Public institutions need to be more open and transparent about their work

Papua New Guinea ranks “highly corrupt” on the Corruption Perceptions Index

Issued by Transparency International Papua New Guinea



Papua New Guinea is still perceived to be “highly corrupt” according to the 2013 Corruption Perceptions Index released in Berlin, Germany on Tuesday (3/12/13).  The 2013 Corruption Perceptions Index (CPI) has ranked Papua New Guinea at 144 amongst 177 countries surveyed. 

Chairman of Transparency International PNG (TIPNG), Lawrence Stephens says, “PNG’s ranking in the 2013 CPI does not reflect the resource-rich country we are. When we have so much why are we so consistently ranked so poorly? Until serious widespread commitment is made to improved governance systems, to upholding and enforcing anti-corruption efforts, our communities continue to suffer the often fatal lack of basic services and PNG will continue to be listed amongst the most corrupt countries in the world.”  He added that greater and immediate political will is needed from each and every citizen and Government to combat corruption.

“This year we have again been awarded only 25 points, out of a total possible score of 100.  Unfortunately we are not seen to be improving. We still hold a low position. Once again countries like Denmark and New Zealand lead the world with the highest scores, 91 each because of their strong access to information systems and rules governing the behaviour of public officials. Countries like Australia and France score lower but still do well. And once again countries like Afghanistan, North Korea and Somalia are the lowest, with only 8 each due to lack of accountability by leaders and ineffective public institutions. Meanwhile PNG finds itself in the company of Cameroon, Iran, Nigeria and Ukraine. Of 175 countries surveyed, despite our huge resources wealth and a comparatively small population, we are placed 29th from the bottom of the list. We know we can do better”.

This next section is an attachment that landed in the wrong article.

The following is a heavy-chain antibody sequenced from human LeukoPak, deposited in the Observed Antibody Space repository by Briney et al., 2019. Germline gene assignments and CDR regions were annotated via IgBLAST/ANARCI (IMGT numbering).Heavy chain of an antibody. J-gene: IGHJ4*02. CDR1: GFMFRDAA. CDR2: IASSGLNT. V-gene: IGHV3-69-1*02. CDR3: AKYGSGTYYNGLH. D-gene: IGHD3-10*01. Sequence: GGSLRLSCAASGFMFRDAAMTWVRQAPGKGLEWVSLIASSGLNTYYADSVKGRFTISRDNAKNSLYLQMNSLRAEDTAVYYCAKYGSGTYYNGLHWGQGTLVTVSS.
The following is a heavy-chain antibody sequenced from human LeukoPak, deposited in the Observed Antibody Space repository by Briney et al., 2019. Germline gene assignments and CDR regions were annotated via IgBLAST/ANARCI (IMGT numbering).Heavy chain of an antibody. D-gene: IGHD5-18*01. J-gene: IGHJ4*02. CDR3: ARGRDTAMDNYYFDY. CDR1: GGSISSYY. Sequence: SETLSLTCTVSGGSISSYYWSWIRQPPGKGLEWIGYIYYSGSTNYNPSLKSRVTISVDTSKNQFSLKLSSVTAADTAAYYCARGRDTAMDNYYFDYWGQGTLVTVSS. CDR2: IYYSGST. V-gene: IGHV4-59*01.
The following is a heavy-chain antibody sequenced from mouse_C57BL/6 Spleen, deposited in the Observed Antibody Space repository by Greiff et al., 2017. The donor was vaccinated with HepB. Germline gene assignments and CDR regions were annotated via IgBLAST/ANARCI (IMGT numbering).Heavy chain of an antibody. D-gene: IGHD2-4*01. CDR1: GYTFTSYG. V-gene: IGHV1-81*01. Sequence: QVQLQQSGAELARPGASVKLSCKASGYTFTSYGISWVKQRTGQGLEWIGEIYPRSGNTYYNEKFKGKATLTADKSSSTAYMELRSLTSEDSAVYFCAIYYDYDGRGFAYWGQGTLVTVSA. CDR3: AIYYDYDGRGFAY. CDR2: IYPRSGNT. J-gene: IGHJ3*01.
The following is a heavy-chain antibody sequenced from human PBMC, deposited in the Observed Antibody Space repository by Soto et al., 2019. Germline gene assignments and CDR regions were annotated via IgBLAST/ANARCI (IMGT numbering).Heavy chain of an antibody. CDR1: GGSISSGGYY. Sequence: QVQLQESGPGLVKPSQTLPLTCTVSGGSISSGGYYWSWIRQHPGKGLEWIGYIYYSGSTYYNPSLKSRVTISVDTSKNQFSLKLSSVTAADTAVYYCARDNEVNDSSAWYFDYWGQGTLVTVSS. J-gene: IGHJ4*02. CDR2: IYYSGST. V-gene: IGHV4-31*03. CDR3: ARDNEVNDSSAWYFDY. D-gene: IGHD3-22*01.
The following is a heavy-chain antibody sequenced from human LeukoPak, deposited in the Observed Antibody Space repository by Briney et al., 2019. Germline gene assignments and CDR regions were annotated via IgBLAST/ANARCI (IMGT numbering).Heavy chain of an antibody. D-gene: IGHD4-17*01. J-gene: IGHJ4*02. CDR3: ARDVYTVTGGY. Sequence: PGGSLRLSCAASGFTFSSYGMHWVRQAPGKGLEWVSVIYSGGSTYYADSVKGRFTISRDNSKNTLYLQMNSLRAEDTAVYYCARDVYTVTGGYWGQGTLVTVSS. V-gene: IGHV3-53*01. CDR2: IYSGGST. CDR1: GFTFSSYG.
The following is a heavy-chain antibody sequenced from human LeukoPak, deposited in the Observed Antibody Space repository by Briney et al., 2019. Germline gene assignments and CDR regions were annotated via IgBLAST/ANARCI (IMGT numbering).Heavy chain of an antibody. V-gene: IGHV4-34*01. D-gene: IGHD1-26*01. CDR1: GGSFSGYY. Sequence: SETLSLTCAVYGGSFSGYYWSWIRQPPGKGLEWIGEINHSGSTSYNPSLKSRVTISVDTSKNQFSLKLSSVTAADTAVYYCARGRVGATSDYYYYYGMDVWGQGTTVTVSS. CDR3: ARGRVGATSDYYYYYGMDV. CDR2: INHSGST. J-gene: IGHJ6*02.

“Here in PNG we can in fact see some changes occurring and some promising developments taking place. The long awaited establishment of an Independent Commission Against Corruption (ICAC) is an important move. Signs that we are accepting freedom of information regulations give encouragement. Our engagement with the United Nations Convention Against Corruption and the international Extractive Industries Transparency Initiative are signs that progress is ahead of us. It is clear however that much more needs to be done to strengthen existing integrity institutions (courts, police, auditors and the Ombudsman Commission) to help them enforce best practice, reduce corruption and promote internationally accepted standards of good governance.” said Mr Stephens.